The most traditional form of event-driven programming is input-output.
It used to be the case that the program drives the user “please input your value now”. Nowadays the user is in charge “when a user presses a button, execute that action” A typical pattern is observing a value, between a subject and observer of publisher and subscriber.
Some events are characterized just by the fact of their occurrence. Others (like a mouse click at position x,y) have arguments. A traditional architecture solution is obviously the Observer Pattern. Bertrand remarks that Martin Odersky has written a paper explaining why this pattern should be depricated. Martin summarizes this paper by saying that higher level dataflow is better.
Bertrand argues that another disadvantage of the observer pattern is that it is impossible to generalize it and this makes reuse hard. To do so we need the power to abstract. To be practical, we need triples(event type, context, action) instead of pairs (event type, action) A context is an object for which an event is interesting (like a particular button) Event type-context-action tables can be implemented, for instance, as hash tables. In Eiffel, this is implemented with agents: agents are objects encapsulating behavior.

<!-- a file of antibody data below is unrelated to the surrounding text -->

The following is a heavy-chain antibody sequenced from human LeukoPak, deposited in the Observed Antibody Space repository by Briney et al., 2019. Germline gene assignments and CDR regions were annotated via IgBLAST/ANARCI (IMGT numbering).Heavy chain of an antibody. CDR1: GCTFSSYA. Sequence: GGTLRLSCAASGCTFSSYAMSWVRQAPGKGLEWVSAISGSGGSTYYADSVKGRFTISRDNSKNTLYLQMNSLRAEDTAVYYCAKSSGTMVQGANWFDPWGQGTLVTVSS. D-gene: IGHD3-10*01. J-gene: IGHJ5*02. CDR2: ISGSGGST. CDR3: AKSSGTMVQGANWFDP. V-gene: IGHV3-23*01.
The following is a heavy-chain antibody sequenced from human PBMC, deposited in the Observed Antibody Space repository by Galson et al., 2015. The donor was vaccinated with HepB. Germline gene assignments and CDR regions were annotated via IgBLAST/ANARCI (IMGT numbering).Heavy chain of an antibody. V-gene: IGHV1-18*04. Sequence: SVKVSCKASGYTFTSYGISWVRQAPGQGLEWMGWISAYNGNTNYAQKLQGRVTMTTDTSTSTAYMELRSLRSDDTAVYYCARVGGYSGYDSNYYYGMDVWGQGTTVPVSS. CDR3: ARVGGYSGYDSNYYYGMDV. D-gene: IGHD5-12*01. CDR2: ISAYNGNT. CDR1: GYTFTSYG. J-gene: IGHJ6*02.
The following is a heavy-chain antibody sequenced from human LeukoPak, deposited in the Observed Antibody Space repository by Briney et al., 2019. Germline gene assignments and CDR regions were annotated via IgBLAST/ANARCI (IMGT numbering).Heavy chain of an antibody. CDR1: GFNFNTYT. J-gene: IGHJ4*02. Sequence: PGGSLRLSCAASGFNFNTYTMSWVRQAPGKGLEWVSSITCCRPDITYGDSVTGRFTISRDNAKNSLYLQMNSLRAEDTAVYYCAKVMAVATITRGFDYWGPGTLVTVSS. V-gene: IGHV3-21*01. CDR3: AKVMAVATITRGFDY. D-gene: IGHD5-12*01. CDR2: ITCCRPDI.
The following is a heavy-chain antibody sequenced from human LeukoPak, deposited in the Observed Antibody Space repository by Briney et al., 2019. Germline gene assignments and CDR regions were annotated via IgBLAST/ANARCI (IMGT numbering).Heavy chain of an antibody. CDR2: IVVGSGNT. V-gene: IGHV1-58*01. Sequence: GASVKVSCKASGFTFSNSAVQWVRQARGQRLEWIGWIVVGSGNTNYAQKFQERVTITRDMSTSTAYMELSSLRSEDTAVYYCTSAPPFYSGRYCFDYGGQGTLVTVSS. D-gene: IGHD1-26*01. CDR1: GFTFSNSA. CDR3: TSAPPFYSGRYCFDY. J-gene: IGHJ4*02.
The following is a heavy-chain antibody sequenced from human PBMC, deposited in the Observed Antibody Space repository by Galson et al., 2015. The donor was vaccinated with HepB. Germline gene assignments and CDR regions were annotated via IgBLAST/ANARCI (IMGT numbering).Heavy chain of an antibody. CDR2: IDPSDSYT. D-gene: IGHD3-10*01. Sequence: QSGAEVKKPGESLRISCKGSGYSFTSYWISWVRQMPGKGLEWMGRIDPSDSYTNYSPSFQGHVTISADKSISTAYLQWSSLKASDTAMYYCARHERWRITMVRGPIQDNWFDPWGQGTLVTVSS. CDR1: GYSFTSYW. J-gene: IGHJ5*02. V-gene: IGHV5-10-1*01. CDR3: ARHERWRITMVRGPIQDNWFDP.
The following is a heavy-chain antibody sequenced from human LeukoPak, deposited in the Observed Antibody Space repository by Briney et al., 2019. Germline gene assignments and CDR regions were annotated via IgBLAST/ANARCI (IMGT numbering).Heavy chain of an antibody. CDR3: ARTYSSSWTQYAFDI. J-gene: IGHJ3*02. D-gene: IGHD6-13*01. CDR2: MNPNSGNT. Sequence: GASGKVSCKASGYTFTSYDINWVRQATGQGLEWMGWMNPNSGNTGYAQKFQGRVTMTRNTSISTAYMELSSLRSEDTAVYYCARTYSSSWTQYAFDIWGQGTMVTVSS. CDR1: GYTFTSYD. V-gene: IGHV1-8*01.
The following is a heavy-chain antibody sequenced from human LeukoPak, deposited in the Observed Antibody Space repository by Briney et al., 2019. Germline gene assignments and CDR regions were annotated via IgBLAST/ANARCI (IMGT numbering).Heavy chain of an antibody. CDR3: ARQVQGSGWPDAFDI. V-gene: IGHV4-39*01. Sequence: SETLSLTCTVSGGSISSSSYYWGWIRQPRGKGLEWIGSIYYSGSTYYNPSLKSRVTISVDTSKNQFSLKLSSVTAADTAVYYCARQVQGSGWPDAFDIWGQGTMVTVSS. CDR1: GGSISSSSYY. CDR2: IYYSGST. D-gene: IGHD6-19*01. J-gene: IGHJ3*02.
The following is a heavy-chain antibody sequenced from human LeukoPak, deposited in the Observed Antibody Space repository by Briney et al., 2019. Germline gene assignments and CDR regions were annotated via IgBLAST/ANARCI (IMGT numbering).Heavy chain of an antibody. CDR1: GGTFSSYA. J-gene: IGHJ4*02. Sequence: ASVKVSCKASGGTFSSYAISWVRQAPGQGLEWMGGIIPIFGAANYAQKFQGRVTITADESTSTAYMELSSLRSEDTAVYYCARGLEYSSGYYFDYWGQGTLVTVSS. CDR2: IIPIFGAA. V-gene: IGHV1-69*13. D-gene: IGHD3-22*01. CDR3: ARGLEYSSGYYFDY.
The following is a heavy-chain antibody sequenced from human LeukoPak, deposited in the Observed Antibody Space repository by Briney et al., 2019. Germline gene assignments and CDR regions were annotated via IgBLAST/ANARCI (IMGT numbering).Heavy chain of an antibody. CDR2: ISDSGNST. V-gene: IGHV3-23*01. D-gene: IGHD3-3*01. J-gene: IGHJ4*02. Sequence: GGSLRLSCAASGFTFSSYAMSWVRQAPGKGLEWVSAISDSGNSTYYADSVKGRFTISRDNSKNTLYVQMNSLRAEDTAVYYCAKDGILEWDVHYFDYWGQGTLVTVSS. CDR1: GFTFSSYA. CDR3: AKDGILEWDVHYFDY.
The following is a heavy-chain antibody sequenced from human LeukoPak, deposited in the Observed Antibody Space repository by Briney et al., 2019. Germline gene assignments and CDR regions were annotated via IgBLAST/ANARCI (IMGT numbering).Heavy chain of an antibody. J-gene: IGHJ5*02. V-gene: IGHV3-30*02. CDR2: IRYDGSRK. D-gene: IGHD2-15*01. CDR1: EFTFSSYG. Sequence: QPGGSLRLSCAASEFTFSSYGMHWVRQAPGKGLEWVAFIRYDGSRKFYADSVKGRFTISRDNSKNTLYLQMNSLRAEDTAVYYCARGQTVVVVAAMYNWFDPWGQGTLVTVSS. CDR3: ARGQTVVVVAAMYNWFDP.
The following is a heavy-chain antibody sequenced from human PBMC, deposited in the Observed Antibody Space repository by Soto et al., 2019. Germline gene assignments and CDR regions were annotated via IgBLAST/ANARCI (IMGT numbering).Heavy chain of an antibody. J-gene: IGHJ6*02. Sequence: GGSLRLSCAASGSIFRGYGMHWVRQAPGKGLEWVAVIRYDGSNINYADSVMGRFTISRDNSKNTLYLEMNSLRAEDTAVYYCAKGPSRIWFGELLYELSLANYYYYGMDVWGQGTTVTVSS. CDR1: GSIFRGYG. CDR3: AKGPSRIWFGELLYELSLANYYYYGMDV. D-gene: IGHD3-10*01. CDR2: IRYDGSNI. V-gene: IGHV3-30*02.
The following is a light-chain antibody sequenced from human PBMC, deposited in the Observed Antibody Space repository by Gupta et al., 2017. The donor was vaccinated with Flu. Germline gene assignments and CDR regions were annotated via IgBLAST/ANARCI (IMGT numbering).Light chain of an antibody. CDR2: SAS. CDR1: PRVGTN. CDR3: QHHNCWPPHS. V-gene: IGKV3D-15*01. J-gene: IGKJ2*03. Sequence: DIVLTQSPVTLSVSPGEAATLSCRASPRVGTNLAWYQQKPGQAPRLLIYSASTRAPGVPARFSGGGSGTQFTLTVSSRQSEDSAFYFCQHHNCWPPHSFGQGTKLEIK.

The result of this is that we now have two actions:
- Subscribers (observers) subscribe to events
- The publisher triggers an event
This concludes my live blogging of laser, but I will be back very shortly: in two weeks with live blogs of ICSM 2012.